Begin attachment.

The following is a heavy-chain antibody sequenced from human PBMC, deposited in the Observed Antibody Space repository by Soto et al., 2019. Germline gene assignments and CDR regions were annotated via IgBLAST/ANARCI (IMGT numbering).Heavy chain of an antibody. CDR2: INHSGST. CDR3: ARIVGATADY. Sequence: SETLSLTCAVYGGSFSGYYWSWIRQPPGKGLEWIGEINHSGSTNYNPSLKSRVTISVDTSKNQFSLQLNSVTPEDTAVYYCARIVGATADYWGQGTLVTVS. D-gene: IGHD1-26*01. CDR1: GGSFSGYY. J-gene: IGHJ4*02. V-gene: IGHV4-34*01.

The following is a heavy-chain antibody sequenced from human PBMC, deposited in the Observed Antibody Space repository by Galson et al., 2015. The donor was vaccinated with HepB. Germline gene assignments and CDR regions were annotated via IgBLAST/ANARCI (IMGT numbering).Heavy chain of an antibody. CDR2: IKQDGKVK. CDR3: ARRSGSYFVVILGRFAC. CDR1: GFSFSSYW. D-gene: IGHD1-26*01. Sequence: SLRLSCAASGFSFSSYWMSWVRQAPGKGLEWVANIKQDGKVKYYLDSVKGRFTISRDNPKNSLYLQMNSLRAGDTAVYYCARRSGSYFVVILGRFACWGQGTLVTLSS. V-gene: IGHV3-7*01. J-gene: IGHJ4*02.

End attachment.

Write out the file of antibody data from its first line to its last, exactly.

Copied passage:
The following is a heavy-chain antibody sequenced from human PBMC, deposited in the Observed Antibody Space repository by Soto et al., 2019. Germline gene assignments and CDR regions were annotated via IgBLAST/ANARCI (IMGT numbering).Heavy chain of an antibody. CDR2: INHSGST. CDR3: ARIVGATADY. Sequence: SETLSLTCAVYGGSFSGYYWSWIRQPPGKGLEWIGEINHSGSTNYNPSLKSRVTISVDTSKNQFSLQLNSVTPEDTAVYYCARIVGATADYWGQGTLVTVS. D-gene: IGHD1-26*01. CDR1: GGSFSGYY. J-gene: IGHJ4*02. V-gene: IGHV4-34*01.

The following is a heavy-chain antibody sequenced from human PBMC, deposited in the Observed Antibody Space repository by Galson et al., 2015. The donor was vaccinated with HepB. Germline gene assignments and CDR regions were annotated via IgBLAST/ANARCI (IMGT numbering).Heavy chain of an antibody. CDR2: IKQDGKVK. CDR3: ARRSGSYFVVILGRFAC. CDR1: GFSFSSYW. D-gene: IGHD1-26*01. Sequence: SLRLSCAASGFSFSSYWMSWVRQAPGKGLEWVANIKQDGKVKYYLDSVKGRFTISRDNPKNSLYLQMNSLRAGDTAVYYCARRSGSYFVVILGRFACWGQGTLVTLSS. V-gene: IGHV3-7*01. J-gene: IGHJ4*02.